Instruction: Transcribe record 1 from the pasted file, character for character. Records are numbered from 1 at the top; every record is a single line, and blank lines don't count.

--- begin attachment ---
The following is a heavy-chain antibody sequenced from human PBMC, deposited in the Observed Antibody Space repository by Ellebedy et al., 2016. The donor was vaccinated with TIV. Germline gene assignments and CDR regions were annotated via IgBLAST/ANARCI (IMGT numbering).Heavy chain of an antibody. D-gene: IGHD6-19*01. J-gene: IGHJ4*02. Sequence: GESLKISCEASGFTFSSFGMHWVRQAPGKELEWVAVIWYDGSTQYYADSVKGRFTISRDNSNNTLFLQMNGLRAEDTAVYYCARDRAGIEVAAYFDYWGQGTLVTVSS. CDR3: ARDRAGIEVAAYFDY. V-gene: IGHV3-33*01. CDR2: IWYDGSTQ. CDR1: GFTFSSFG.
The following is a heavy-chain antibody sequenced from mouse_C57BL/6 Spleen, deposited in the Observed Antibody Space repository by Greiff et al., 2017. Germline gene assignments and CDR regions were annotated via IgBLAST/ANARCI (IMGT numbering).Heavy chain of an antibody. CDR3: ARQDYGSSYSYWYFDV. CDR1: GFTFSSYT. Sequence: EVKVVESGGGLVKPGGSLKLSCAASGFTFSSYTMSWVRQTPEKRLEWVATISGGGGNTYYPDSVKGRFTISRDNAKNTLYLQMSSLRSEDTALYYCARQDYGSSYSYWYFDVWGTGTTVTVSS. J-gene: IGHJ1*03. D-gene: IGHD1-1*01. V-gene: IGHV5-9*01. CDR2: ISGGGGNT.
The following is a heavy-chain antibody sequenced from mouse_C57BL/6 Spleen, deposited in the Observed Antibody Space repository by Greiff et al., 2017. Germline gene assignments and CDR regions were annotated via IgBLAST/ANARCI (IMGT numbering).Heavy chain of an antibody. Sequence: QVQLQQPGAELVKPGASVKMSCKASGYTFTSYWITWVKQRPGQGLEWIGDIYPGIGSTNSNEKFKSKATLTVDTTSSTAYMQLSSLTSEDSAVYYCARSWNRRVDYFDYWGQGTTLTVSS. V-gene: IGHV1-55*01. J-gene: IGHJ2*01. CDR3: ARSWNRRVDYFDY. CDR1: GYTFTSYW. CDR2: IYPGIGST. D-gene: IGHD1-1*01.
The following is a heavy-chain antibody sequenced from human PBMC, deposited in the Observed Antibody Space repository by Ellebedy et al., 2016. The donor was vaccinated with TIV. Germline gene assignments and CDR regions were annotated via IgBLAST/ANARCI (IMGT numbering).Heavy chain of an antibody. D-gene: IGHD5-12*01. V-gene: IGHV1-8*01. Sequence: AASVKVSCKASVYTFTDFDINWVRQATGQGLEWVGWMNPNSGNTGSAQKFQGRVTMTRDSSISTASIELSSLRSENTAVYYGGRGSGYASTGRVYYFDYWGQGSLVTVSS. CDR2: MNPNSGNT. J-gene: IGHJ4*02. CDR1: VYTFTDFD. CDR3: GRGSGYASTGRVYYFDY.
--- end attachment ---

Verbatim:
The following is a heavy-chain antibody sequenced from human PBMC, deposited in the Observed Antibody Space repository by Ellebedy et al., 2016. The donor was vaccinated with TIV. Germline gene assignments and CDR regions were annotated via IgBLAST/ANARCI (IMGT numbering).Heavy chain of an antibody. D-gene: IGHD6-19*01. J-gene: IGHJ4*02. Sequence: GESLKISCEASGFTFSSFGMHWVRQAPGKELEWVAVIWYDGSTQYYADSVKGRFTISRDNSNNTLFLQMNGLRAEDTAVYYCARDRAGIEVAAYFDYWGQGTLVTVSS. CDR3: ARDRAGIEVAAYFDY. V-gene: IGHV3-33*01. CDR2: IWYDGSTQ. CDR1: GFTFSSFG.